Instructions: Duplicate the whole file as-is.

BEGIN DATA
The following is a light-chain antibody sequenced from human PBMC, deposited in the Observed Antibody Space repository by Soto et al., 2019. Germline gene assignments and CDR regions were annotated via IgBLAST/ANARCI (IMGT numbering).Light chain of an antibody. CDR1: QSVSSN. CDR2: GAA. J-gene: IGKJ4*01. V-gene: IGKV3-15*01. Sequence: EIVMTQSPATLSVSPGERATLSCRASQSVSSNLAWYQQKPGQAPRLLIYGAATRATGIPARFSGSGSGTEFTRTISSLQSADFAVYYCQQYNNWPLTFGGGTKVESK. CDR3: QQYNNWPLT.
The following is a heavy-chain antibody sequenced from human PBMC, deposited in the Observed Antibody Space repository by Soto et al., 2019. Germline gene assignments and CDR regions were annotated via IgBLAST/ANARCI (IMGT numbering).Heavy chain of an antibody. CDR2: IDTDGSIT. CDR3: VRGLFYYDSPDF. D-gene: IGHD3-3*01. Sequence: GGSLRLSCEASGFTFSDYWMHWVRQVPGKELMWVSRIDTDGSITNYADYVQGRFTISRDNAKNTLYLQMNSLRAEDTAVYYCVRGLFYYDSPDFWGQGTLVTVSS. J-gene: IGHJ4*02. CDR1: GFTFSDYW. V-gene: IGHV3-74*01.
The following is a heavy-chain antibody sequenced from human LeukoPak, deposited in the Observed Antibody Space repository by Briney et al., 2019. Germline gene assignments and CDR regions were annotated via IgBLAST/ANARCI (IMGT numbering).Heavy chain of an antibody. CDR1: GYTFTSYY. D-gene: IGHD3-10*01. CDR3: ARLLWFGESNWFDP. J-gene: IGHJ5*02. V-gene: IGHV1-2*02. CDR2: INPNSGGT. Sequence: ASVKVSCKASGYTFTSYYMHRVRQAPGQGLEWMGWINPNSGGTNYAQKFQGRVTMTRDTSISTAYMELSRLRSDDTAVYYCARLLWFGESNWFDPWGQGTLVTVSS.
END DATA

The following is a light-chain antibody sequenced from human PBMC, deposited in the Observed Antibody Space repository by Soto et al., 2019. Germline gene assignments and CDR regions were annotated via IgBLAST/ANARCI (IMGT numbering).Light chain of an antibody. CDR1: QSVSSN. CDR2: GAA. J-gene: IGKJ4*01. V-gene: IGKV3-15*01. Sequence: EIVMTQSPATLSVSPGERATLSCRASQSVSSNLAWYQQKPGQAPRLLIYGAATRATGIPARFSGSGSGTEFTRTISSLQSADFAVYYCQQYNNWPLTFGGGTKVESK. CDR3: QQYNNWPLT.
The following is a heavy-chain antibody sequenced from human PBMC, deposited in the Observed Antibody Space repository by Soto et al., 2019. Germline gene assignments and CDR regions were annotated via IgBLAST/ANARCI (IMGT numbering).Heavy chain of an antibody. CDR2: IDTDGSIT. CDR3: VRGLFYYDSPDF. D-gene: IGHD3-3*01. Sequence: GGSLRLSCEASGFTFSDYWMHWVRQVPGKELMWVSRIDTDGSITNYADYVQGRFTISRDNAKNTLYLQMNSLRAEDTAVYYCVRGLFYYDSPDFWGQGTLVTVSS. J-gene: IGHJ4*02. CDR1: GFTFSDYW. V-gene: IGHV3-74*01.
The following is a heavy-chain antibody sequenced from human LeukoPak, deposited in the Observed Antibody Space repository by Briney et al., 2019. Germline gene assignments and CDR regions were annotated via IgBLAST/ANARCI (IMGT numbering).Heavy chain of an antibody. CDR1: GYTFTSYY. D-gene: IGHD3-10*01. CDR3: ARLLWFGESNWFDP. J-gene: IGHJ5*02. V-gene: IGHV1-2*02. CDR2: INPNSGGT. Sequence: ASVKVSCKASGYTFTSYYMHRVRQAPGQGLEWMGWINPNSGGTNYAQKFQGRVTMTRDTSISTAYMELSRLRSDDTAVYYCARLLWFGESNWFDPWGQGTLVTVSS.